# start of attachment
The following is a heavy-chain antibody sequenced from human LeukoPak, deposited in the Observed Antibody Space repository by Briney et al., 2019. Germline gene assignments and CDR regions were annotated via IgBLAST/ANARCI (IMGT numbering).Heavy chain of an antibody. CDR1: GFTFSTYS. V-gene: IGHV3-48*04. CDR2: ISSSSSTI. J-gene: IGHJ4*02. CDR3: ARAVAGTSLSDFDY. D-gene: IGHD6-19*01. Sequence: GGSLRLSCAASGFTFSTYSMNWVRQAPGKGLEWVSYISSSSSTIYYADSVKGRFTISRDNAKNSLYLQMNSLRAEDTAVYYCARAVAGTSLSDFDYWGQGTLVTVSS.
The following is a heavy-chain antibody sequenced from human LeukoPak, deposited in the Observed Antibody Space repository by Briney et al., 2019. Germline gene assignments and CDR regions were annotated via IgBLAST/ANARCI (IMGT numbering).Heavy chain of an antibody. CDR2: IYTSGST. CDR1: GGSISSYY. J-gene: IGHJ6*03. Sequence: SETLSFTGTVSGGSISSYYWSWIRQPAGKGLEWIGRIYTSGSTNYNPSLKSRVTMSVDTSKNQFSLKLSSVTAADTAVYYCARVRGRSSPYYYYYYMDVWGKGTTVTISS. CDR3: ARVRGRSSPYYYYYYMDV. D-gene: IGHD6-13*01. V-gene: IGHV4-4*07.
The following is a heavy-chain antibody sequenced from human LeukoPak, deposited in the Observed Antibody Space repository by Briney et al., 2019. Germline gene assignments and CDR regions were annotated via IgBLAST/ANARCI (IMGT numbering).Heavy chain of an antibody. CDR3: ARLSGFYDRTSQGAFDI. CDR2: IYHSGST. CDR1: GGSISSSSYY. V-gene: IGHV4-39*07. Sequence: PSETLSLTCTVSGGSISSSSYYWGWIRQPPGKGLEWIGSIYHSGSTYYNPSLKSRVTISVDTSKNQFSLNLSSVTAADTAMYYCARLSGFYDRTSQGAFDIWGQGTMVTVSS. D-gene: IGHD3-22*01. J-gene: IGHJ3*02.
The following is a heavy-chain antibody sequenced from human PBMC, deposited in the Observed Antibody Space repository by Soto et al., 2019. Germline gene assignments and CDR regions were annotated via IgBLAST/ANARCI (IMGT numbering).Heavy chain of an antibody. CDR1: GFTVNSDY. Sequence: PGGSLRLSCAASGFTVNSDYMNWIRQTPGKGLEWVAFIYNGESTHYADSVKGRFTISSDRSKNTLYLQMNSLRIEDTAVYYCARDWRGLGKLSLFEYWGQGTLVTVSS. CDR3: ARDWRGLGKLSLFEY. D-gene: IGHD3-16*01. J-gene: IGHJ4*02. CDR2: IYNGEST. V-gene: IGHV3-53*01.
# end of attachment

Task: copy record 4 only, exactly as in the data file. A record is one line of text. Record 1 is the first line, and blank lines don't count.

The following is a heavy-chain antibody sequenced from human PBMC, deposited in the Observed Antibody Space repository by Soto et al., 2019. Germline gene assignments and CDR regions were annotated via IgBLAST/ANARCI (IMGT numbering).Heavy chain of an antibody. CDR1: GFTVNSDY. Sequence: PGGSLRLSCAASGFTVNSDYMNWIRQTPGKGLEWVAFIYNGESTHYADSVKGRFTISSDRSKNTLYLQMNSLRIEDTAVYYCARDWRGLGKLSLFEYWGQGTLVTVSS. CDR3: ARDWRGLGKLSLFEY. D-gene: IGHD3-16*01. J-gene: IGHJ4*02. CDR2: IYNGEST. V-gene: IGHV3-53*01.